Saturday, December 20, 2008

There is no hope

If one's to give any credibility to this study, then campaigns like this one stand no chance at all to light up a fruitful dialogue.

Nonetheless I'm glad things like this are happening and the voice of the non believers is making itself heard next to the believers' voice, who usually tend to shout way too loud for anything else to be heard.

Visual Programming Revisited

I find Subtext (soon to be called Juncture) highly interesting, the basic premise is true (we are restrained by text) and the solution looks like going in the right direction, as less work and easier reasoning are always welcome. I still wonder how will that extend to huge systems, but I'm willing to let it pass for now.

Check the video on it and you'll be surprised. You might love it or hate it, but it will surprise you. That's just how it is with great ideas.

You should also check Jonathan Edwards' (the author of this experiment) blog, Alarming Development.

Thursday, September 4, 2008


As much as I hate the pussyfooting, heartwarmingly tender posture of the peace loving, criticism avoiding please don't shout and be quiet crowd:

When we do make mistakes, just point them out politely, there is no need to shout.

and regardless of how much I love the tough, impolite, harsh and rough posture of the flaming crowd:

The common refrain (enumerated in "Why Shout?") is "Can't we all just get along?" The answer is no. No, we cannot. Indeed, every community I've seen in which people "just get along" (usually through strict moderation) degenerates into a feel-good circlejerk devoid of any useful critique. You need only look at a place like DeviantArt to see this in action.

The alternative to this is a community in which criticism is largely unmoderated, inevitably leading to scathing critiques and outright flames.

I think there is a third way.

Disregarding the classical flame concept, which by definition contains personal insults, I propose a new classification:

a) technical flames, where mistakes are pointed out in a rough or hostile manner with no time wasting for politeness (note that in the example the insults are given to the technical contents, not to the person arguing for them) and

b) personal flames, where no technical content is given.

Couldn't a moderation system take care of the latter while allowing the former?

I believe it could. It just needs the proper moderators. Of course there will be controversial content and you have to draw the line somewhere, but just by doing nothing when unsure, that is, by allowing the content stepping on the line, everything should be okay.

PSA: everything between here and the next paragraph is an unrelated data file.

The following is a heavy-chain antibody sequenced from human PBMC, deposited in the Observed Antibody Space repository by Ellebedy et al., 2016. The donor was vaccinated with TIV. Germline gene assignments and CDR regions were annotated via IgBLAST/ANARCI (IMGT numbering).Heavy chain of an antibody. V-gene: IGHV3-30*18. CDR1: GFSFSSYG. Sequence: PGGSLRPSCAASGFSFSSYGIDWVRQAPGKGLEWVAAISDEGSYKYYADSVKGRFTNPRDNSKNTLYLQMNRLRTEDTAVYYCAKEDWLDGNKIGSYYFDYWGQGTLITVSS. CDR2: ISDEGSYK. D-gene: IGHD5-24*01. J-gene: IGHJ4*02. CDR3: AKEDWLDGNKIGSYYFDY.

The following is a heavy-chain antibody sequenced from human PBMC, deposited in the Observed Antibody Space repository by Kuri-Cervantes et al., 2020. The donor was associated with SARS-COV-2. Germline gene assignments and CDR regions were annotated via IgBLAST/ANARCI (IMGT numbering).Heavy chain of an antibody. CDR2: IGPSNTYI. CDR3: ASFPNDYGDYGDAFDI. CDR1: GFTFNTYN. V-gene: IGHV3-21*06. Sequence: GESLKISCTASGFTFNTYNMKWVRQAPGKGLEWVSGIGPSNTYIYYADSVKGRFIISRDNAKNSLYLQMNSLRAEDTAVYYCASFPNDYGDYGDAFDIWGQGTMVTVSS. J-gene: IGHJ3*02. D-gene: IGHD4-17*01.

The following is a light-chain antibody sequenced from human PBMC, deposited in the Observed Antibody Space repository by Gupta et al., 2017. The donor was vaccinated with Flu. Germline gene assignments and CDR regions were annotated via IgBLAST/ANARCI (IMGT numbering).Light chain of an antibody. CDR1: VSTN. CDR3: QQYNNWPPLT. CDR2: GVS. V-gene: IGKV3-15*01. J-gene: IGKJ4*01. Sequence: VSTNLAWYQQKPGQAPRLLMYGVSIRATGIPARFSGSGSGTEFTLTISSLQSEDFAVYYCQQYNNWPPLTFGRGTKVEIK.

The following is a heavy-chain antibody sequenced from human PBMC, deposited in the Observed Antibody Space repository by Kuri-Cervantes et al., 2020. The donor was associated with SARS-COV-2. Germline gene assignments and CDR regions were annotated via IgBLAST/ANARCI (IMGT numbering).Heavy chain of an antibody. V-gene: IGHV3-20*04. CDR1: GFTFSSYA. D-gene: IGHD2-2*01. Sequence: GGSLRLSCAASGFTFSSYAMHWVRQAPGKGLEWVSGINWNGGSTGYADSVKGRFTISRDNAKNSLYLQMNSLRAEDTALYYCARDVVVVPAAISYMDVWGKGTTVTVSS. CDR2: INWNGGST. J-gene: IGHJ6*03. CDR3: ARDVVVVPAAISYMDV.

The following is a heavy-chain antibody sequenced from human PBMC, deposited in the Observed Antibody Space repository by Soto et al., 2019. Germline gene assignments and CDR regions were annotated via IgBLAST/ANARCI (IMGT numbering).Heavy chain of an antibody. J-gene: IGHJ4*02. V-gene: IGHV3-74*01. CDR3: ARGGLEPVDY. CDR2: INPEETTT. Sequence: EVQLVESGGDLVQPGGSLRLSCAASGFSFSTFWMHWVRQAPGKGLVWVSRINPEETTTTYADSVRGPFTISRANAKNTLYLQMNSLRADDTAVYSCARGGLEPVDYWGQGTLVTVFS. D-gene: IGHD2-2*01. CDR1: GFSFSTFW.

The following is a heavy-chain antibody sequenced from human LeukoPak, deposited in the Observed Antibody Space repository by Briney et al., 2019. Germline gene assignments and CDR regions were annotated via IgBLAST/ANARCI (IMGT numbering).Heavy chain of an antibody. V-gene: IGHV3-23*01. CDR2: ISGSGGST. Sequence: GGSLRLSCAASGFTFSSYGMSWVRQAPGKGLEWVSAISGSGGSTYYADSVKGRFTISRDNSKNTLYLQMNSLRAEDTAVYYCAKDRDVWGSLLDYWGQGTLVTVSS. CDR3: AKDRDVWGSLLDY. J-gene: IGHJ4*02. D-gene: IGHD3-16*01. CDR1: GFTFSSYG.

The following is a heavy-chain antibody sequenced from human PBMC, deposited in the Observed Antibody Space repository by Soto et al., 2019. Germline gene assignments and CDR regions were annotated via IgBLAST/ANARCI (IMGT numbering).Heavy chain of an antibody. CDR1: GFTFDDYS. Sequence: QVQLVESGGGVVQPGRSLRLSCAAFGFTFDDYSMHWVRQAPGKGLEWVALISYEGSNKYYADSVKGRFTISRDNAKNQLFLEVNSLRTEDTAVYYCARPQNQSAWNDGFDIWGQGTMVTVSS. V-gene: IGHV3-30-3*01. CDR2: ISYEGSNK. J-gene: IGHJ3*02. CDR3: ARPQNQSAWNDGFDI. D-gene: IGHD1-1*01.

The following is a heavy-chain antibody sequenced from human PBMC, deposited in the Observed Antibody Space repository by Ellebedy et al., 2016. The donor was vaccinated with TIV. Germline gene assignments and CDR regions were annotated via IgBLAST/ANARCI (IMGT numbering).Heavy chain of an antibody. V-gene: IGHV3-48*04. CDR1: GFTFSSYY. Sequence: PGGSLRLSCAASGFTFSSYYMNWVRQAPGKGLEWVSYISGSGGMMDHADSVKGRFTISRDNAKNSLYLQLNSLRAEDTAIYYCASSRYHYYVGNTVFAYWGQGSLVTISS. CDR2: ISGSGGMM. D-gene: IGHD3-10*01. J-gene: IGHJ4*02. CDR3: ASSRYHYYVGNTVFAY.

I also believe it would be desirable. I'd rephrase the "there's no need to shout" for "there's no need to call somebody an idiot just because he is one". Just let the facts show him as one if you feel that kind of urge. It's harder, but a lot classier.

Monday, September 1, 2008

So true

This is so true. The original source is less interesting, and in my opinion it reads better without the original context.

What are you doing to be above it?

Naming inconsistencies

Look at this, forget everything else you know about these commands or the products behind them and think for a while:

root@parrot:~# my
myisamchk mysqlaccess mysql_client_test_embedded mysqldumpslow mysqlimport mysqlshow mysqltestmanager-pwgen myisam_ftdump mysqladmin mysql_convert_table_format mysql_explain_log mysql_install_db mysql_tableinfo mysql_tzinfo_to_sql myisamlog mysqlbinlog mysqld mysql_find_rows mysqlmanager mysqltest mysql_upgrade myisampack mysqlbug mysqld_multi mysql_fix_extensions mysqlreport mysqltest_embedded mysql_upgrade_shell mysql_print_defaults mysqlcheck mysqld_safe mysql_fix_privilege_tables mysql_secure_installation mysqltestmanager mysql_waitpid mysql mysql_client_test mysqldump mysqlhotcopy mysql_setpermission mysqltestmanagerc mysql_zap

root@parrot:~# pg
pg pg_ctlcluster pg_dump pg_lsclusters pgrep pg_upgradecluster pg_createcluster pg_dropcluster pg_dumpall pg_maintenance pg_restore
(pg and pgrep are not postgresql related)

Same things happen if you start looking at the command line options (try mysqldump --help and pg_dump --help).

So, which one is easier to use? Which one makes more sense? What does this tell you about the two projects? ($)

To me, it says one has organized, well thought, planned development, which transpires the whole product, even to the user interfaces. The other one has haphazard, randomly planned development, which probably percolates from the user interfaces to the code (*), or viceversa.

I'm not saying this demonstrates MySQL as an inferior product. I'm saying this demonstrates MySQL is less organized, cares less about user interfaces and probably is less organized in a lot of other areas as well. I cannot be sure about that, but it sure is the impression it gives to me.

Of course this is not privative to the MySQL project, same naming inconsistencies plague PHP, for instance.

I guess what I'm really trying to say here is that you must take care about all pieces of a project, the more care you take, the better it will look and the easier will be to make it as good as it looks.